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[DLS] Demian Saffer (UT Austin)

Date: Tuesday, February 27, 2024 Time: 12:30 - 1:30pm Location: 54-915 | MIT Campus, Cambridge, MA

“Wiring the Subduction Megathrust: Recurring and Triggered Near-Trench Slow Slip Events and their Environment Along the Nankai Subduction Zone”

The offshore reaches of subduction megathrusts fail in a broad spectrum of slip modes, spanning from coseismic slip in great earthquakes, to tsunami earthquakes, to tremor and low frequency earthquakes, to slow slip events (SSEs) and aseismic creep. Understanding the nature of strain accumulation and release in this region is central to assessing hazards associated with shallow earthquake rupture and tsunamigenesis. In this talk I describe a family of recently discovered repeating SSE in the Nankai subduction zone offshore of Honshu Japan, up-dip of rupture zone of great (M8) earthquakes, using formation pore pressure data from instrumented borehole observatories. I then draw on a rapidly advancing body of drilling, laboratory, geophysical, and geodetic data from concerted efforts at several subduction zones over the last two decades, which have enabled an increasingly quantitative understanding of linked fluid- and frictional processes that underpin the spectrum of slip behavior, including: (1) pore pressure and stress states; (2) frictional stability, healing, and their dependence on lithology, stress, and slip velocity; and (3) permanent deformation of the upper plate and its role in the strain budget.

After filtering oceanographic noise using a local hydrostatic reference, the records reveal 13 SSEs in the Nankai Trough study area between 2010-2022. Of these, most arise spontaneously, and occur at ~1 yr intervals with durations of ~7-21 days. The remaining 2 events are larger and immediately follow: (1) the 2011 M9 Tohoku earthquake; and (2) the 2016 M7 Kumamoto earthquake. In some cases, the SSE are accompanied by swarms of low-frequency tremor and low-frequency earthquake activity that appear to migrate trenchward. The data are well fit by slip of ~1-4 cm on a patch at the plate interface that extends 20-40 km in the dip direction. The data are of sufficiently low noise that we are also able to evaluate the time evolution of slip by dividing each SSE into ~2 day sub-events. We develop simple slip models using Greens functions that incorporate the important effects of large gradients in elastic properties in the outer forearc. The results provide constraints on the location and magnitude of slip that best fits the pressure records, including the evolution of slip, its distribution, and its migration.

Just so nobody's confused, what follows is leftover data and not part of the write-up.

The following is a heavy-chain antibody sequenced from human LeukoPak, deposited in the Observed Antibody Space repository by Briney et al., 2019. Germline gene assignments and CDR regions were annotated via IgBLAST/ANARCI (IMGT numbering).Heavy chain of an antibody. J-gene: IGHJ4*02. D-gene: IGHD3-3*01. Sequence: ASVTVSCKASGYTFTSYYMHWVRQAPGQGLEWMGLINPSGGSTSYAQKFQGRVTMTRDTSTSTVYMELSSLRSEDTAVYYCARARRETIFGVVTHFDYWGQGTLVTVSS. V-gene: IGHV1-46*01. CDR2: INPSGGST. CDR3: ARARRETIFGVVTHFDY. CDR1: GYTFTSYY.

A key implication is that the SSEs accommodate ~30-50% of plate convergence across the outer ~40 km of the forearc. This coincides with a region of the shallow-most megathrust characterized by: (1) elevated pore fluid pressure; (2) transitional frictional behavior that promotes the nucleation of unstable slip at low sliding velocities – but containing patches that can fail more rapidly and radiate seismic energy; and (3) low total and differential stresses as constrained by analysis of wellbore failures and downhole drilling data. The repeating nature of the events, taken together with apparent triggering by regional earthquakes and the inference of low in situ stress magnitudes, indicates that the outermost reaches of the megathrust are highly sensitive to perturbation and are perched near a state of failure. In total, the data illuminate key controls on the spectrum of slip behavior, and are both mechanically and kinematically consistent with offshore geodetic observations of recurring shallow SSEs, tremor, and microseismicity; SSE slip distribution, slip rates, stress drops; and their correlation with elevated pore fluid pressure.

[DLS] EAPS Department Lecture Series 

Weekly talks aimed to bring together the entire EAPS community, given by leading thinkers in the areas of geology, geophysics, geobiology, geochemistry, atmospheric science, oceanography, climatology, and planetary science. Runs concurrently with class 12.S501. 

Contact: eapsinfo@mit.edu